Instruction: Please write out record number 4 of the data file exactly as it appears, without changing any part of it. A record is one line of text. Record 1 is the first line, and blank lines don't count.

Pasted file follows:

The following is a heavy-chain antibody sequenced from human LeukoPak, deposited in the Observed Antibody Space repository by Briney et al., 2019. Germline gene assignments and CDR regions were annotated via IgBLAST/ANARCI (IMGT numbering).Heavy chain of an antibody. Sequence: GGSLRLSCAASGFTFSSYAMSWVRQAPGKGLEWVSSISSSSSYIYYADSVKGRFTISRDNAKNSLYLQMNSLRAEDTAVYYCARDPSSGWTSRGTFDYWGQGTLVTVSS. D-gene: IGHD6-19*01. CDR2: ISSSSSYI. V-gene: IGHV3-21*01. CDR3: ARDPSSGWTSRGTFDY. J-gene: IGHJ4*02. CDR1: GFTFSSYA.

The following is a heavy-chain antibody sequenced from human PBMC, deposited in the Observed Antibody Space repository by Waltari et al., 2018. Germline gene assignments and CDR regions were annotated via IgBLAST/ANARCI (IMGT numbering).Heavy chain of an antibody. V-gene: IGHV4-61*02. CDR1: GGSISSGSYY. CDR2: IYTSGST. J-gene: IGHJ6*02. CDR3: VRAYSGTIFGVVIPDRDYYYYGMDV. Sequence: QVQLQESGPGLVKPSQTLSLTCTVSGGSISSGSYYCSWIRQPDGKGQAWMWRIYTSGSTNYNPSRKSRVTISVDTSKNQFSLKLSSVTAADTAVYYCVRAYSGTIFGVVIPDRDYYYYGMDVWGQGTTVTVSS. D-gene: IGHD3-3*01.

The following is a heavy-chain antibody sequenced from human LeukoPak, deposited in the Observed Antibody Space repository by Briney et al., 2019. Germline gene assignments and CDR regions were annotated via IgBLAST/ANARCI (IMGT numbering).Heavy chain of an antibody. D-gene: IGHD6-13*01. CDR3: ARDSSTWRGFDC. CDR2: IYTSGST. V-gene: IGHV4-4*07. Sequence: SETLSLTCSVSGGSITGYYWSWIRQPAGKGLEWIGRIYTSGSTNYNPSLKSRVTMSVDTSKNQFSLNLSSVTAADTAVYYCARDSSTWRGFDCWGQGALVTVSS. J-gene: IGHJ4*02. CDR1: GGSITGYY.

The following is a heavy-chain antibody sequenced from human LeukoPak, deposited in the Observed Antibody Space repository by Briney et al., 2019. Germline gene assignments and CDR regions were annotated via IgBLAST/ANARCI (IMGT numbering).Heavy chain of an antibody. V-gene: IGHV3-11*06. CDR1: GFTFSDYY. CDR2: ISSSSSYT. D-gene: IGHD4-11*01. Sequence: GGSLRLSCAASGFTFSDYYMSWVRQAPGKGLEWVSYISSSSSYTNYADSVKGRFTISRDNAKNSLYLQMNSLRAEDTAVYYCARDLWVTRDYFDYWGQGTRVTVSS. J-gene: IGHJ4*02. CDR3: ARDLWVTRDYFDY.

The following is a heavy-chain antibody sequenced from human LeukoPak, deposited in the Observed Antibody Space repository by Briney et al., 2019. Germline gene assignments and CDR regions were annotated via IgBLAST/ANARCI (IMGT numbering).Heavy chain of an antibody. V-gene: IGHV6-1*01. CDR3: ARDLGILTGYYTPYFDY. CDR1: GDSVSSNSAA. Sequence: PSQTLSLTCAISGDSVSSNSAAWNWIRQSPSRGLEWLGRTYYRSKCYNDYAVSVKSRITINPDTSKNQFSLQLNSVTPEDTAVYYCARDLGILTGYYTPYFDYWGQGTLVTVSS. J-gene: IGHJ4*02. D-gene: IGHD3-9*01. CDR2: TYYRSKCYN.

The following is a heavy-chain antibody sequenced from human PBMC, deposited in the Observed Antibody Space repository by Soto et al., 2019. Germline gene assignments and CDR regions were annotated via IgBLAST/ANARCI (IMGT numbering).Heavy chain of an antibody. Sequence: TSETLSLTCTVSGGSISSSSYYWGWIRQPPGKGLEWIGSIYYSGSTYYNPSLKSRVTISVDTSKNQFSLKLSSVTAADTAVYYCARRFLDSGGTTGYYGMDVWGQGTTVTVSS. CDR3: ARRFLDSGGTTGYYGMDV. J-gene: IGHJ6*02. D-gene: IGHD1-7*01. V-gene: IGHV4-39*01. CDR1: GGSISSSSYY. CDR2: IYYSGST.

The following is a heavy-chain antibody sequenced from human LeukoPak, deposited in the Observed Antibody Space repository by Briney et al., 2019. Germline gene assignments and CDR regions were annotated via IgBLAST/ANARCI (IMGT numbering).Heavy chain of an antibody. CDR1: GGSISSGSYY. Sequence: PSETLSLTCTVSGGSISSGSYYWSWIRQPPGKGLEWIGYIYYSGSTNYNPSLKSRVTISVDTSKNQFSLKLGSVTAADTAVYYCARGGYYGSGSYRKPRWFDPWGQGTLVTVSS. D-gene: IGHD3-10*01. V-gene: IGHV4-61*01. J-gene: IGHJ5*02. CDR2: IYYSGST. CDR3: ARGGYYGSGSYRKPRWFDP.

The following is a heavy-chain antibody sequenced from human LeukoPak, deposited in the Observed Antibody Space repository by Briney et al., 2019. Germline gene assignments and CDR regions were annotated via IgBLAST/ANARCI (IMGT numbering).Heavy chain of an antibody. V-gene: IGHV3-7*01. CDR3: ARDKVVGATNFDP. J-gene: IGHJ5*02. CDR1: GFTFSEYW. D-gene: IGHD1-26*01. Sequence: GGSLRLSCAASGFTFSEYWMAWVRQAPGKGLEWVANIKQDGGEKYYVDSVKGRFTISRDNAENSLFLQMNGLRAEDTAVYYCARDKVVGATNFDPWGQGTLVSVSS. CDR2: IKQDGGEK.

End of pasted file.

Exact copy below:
The following is a heavy-chain antibody sequenced from human LeukoPak, deposited in the Observed Antibody Space repository by Briney et al., 2019. Germline gene assignments and CDR regions were annotated via IgBLAST/ANARCI (IMGT numbering).Heavy chain of an antibody. V-gene: IGHV3-11*06. CDR1: GFTFSDYY. CDR2: ISSSSSYT. D-gene: IGHD4-11*01. Sequence: GGSLRLSCAASGFTFSDYYMSWVRQAPGKGLEWVSYISSSSSYTNYADSVKGRFTISRDNAKNSLYLQMNSLRAEDTAVYYCARDLWVTRDYFDYWGQGTRVTVSS. J-gene: IGHJ4*02. CDR3: ARDLWVTRDYFDY.